Free online resources for kids that celebrate Black history and culture (2024)

Free online resources for kids that celebrate Black history and culture (1)

Teach kids about Black history with these free online resources.Credit: WILLIE B . THOMAS / Getty Images

Whether your child can recite from memory the names and philosophies of leaders like W.E.B. Du Bois and Angela Davis, or they need an introduction to the pivotal Black figures who have helped shape our nation, Black History Month offers a valuable opportunity for children to learn and grow.

Of course, awareness and appreciation of Black history and culture, along with racial justice, are relevant all year long when raising children in a multicultural society. But, with lessons about race and systemic racism being threatened in schools across many states — often in association with national conversation surrounding Critical Race Theory — Black history can often be carelessly (or intentionally) overlooked.

You can bridge these gaps in education and bolster your children's learning with digital resources. The ones below represent a variety of tools from national museums and educational nonprofits, created to educate and engage children in Black history and culture through interactive events, entertaining videos, and content that profile Black visionaries and leaders. Whether you're a parent or a teacher, head on over to these websites to spark children's curiosity or continue their education.

1. Common Sense Media

Common Sense, a nonprofit that helps parents and teachers choose appropriate kids' media and technology, has its own Celebrate Black Voices page for educational media and activities for all ages. The website acts as a guide for finding content online, which means it includes both free and paid resources. Common Sense says its goal this month is to "highlight the diverse culture, achievements, and experiences of Black people and the powerful voices that have shaped history."

Common Sense points families to its "Black History on the Screen" lists, which compile Common Sense-approved media highlighting famous Black icons or cultural moments. The media covers a variety of subjects, including STEM; Arts, Business & Culture; Dance, Games & Sports; and Activism, Civics & Social Justice. Families can look through Common Sense's list of Black TV classics, as well. There are accompanying videos with each list, which include age ranges for the selections.

Common Sense also suggests parents look at its book lists on Black history, which include ones for preschoolers and little kids, "big kids" and tweens, and teens. The books span fiction and nonfiction, and include classics alongside contemporary novels.

Finally, the organization has published its own teaching resources for families and educators, including a guide to reflecting on Black history as a family, free learning activities for Black History Month, and educational, kid-friendly videos and podcasts about Black history and culture.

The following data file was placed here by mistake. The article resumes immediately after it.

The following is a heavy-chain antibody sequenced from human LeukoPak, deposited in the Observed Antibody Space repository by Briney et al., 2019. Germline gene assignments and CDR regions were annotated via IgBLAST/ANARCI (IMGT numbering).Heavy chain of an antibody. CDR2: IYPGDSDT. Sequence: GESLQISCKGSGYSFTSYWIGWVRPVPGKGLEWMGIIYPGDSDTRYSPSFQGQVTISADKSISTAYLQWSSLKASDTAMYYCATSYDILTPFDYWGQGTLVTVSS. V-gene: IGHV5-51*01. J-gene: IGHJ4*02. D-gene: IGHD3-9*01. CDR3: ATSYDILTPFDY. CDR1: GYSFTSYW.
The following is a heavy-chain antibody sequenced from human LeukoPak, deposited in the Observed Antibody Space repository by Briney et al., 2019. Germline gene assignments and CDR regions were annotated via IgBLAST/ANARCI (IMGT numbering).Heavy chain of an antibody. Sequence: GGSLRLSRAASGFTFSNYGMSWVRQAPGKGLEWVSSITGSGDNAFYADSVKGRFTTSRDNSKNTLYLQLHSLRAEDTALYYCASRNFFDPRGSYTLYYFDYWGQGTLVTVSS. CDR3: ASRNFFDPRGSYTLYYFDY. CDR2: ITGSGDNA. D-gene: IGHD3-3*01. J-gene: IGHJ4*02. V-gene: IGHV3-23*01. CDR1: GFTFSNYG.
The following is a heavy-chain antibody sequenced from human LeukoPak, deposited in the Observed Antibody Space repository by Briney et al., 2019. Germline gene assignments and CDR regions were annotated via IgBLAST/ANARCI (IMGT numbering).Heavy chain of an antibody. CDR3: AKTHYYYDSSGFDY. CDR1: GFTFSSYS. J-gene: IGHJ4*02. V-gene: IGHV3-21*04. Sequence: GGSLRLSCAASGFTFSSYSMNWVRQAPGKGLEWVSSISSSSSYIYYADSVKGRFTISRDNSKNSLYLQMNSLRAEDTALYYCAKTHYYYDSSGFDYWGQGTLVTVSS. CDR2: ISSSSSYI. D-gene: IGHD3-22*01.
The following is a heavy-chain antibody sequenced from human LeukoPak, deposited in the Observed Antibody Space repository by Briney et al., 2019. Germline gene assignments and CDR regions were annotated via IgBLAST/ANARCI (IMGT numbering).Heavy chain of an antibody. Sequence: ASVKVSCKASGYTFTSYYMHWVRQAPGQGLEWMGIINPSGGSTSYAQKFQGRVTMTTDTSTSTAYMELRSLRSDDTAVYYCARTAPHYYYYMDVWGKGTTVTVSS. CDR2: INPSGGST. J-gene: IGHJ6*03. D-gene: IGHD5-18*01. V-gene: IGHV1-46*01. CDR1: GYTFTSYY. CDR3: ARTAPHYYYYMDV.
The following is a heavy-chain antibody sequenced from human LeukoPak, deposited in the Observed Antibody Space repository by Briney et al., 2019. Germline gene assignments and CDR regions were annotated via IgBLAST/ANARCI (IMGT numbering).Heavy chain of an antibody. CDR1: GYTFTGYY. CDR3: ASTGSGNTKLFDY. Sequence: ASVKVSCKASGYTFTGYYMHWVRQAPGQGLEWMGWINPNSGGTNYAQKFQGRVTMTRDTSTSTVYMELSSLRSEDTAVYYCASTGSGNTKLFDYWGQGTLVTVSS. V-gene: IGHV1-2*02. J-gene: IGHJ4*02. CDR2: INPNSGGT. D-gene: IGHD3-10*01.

2. The National Museum of African American History and Culture

The only national museum dedicated exclusively to the documentation of "African American life, history, and culture," points parents of young children to its annual Black History Month programming, including the weekly Friday series, NMAAHC Kids Learning Together. This month includes Black character celebrations, which combine discussion of positive representations in movies and TV with real-life arts, culture, and science, as well as guest speakers. They are held virtually every Friday throughout February at 11 a.m. ET.

For 2022's celebration, and to honor the previous year's theme of Black health and wellness, the museum put together a searchable online exhibit about Black communities and public health, including explanations of the "Tuskegee Experiment" and Henrietta Lacks. The exhibit remains available online.

The museum also suggests parents and educators take advantage of the museum's Talking about Race online portal to help children understand key topics like how to be anti-racist and why the idea of race is such a dominant force in our world. There are even more resources for early childhood education on the museum's website, as well.

3. New York Public Library

The New York Public Library runs a Little Learners video series, which offers music, art, and culture programming including videos on Black history and culture by music and social justice artist Fyütch, as well as content exploring other cultures from around the world. The library also encourages parents and their children to check out its Early Literacy hub, which offers free programs, books, and other resources for young learners and families.

You can find more Black History Month programming on the library's online calendar.

4. PBS

PBS has a variety of online resources, categorized by age, to teach kids about Black History and anti-racism. For example, parents of kids ages 2 to 5 can use PBS' drawing activity to help their children understand the power of advocacy and reflect on the times they stood up for someone. They can also think about and write down the characteristics of great heroes with a printable work page. Afterward, take a look at PBS' Questions to Ask Your Child to engage your kid in a discussion about Black heroes. You can ask them questions like, "What Black role models helped to make the world a better place?"